Abstract| Volume 41, ISSUE 6, P743, December 2011

Comparison of Gender-specific Mortality in Patients < 70 Years versus ≥ 70 Years Old with Acute Myocardial Infarction

Ishihara M, Inoue I, Kawagoe T, et al. Am J Cardiol 2011;108:772–5.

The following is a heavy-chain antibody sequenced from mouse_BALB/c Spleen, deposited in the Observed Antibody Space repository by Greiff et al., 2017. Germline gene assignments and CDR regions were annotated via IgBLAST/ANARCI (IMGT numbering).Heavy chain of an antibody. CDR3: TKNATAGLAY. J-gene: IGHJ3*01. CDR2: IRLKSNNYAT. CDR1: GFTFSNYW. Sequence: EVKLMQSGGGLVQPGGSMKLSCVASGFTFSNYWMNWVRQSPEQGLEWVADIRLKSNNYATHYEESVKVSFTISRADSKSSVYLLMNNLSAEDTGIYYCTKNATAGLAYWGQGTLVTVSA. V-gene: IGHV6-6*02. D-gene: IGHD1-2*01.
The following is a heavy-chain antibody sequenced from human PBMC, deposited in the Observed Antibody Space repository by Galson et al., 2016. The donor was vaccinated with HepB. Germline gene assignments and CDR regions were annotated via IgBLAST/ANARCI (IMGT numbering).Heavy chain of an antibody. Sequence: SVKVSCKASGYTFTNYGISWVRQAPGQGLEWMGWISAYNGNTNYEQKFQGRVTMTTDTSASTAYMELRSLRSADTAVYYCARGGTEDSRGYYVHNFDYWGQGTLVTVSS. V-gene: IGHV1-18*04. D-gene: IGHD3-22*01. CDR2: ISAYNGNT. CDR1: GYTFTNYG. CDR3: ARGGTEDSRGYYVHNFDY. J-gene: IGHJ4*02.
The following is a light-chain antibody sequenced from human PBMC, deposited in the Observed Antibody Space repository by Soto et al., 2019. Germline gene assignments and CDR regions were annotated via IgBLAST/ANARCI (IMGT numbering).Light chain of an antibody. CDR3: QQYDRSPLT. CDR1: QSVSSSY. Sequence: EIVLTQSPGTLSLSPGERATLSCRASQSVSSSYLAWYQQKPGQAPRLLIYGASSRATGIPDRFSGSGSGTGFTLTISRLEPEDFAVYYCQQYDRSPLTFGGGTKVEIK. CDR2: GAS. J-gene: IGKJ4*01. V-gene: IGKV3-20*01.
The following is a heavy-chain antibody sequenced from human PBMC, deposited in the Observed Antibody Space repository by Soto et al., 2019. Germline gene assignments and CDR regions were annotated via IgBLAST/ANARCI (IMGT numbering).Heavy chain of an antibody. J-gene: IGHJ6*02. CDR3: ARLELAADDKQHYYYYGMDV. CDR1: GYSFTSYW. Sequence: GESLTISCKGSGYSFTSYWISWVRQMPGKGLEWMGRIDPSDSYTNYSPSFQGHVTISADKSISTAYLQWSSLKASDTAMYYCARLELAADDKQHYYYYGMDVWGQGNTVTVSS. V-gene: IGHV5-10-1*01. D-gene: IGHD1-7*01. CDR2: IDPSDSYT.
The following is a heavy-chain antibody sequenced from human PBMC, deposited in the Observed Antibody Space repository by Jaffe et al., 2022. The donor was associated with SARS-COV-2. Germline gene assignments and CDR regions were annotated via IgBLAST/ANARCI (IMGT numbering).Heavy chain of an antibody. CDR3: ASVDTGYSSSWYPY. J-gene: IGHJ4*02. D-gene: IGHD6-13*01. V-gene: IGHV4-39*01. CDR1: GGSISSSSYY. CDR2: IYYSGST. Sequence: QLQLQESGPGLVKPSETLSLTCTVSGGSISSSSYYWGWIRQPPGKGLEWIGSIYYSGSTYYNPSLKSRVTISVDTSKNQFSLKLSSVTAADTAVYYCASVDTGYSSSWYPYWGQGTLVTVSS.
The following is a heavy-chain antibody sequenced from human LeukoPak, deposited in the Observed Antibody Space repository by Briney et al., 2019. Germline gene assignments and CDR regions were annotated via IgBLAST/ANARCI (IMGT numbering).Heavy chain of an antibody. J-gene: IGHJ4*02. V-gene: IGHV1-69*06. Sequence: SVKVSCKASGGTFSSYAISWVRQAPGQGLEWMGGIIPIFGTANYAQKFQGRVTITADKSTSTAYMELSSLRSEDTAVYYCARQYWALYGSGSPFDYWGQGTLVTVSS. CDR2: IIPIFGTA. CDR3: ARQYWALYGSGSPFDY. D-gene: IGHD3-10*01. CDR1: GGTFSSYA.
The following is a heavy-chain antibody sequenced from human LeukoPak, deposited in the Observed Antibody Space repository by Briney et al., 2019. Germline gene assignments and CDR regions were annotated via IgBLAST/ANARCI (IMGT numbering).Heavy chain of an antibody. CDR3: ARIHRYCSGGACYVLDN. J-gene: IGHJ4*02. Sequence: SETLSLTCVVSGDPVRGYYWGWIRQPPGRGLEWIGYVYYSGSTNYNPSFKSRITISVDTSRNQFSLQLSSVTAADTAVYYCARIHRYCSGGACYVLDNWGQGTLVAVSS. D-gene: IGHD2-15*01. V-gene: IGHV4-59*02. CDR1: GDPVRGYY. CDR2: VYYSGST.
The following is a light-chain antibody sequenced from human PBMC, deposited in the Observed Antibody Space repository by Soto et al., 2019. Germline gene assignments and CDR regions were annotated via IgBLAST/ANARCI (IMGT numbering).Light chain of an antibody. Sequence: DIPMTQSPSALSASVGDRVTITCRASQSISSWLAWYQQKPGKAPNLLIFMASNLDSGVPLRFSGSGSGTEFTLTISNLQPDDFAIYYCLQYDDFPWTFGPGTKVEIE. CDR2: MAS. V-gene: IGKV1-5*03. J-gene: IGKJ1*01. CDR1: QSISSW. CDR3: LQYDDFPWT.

A considerable body of literature has demonstrated gender discrepancies in overall mortality after acute myocardial infarction (AMI). This study assessed age-stratified mortality rates among men and women undergoing coronary angiography for AMI to determine whether gender discrepancies are age specific. The retrospective observational study included 2677 consecutive patients at a single tertiary care center who presented with chest pain, and subsequently were found to have electrocardiographic changes and biomarker changes consistent with an MI, and underwent angiography before revascularization therapy. Patients were divided by gender and by age; > or < 70 years old. Consistent with prior data, women had MIs at older ages within both of these age groups (> 70 years old age group: women 77.1 ± 5.5 years vs. men 75.4 ± 4.6 years old; p < 0.001, < 70 years old age group: women 60.4 ± 8.2 years old vs. men 56.4 ± 8.5 years old; p < 0.001). In both age groups, women had a statistically significant increased number of medical problems, including diabetes and hypertension, although men in both age groups had a statistically significant increased incidence of cigarette smoking and higher incidence of prior myocardial infarctions. Overall MI characteristics, including location of event, evidence of collateral circulation on angiography, and multi-vessel disease, demonstrated no difference between genders in either age group. Overall treatment, including angioplasty, use of stents, use of thrombolysis, and coronary artery bypass surgery rates, were not different between the genders in either age group. The primary outcome, overall survival to hospital discharge, was significantly different between men and women in the > 70-year-old age group (women 11.7% vs. men 5.0%), although in the < 70-year-old age group, no difference was found (women 5.7% vs. men 4.9%). In a multivariate logistic regression model that included past medical history, risk factors, MI characteristics, and treatment characteristics, female age was positively predictive of in-hospital mortality for patients > 70 years of age (odds ratio [OR] 1.78, 95% confidence interval [CI] 1.05–3.00), whereas in patients < 70 years of age, female gender was not associated with increased in-hospital mortality (OR 1.09, 95% CI 0.53–2.24).
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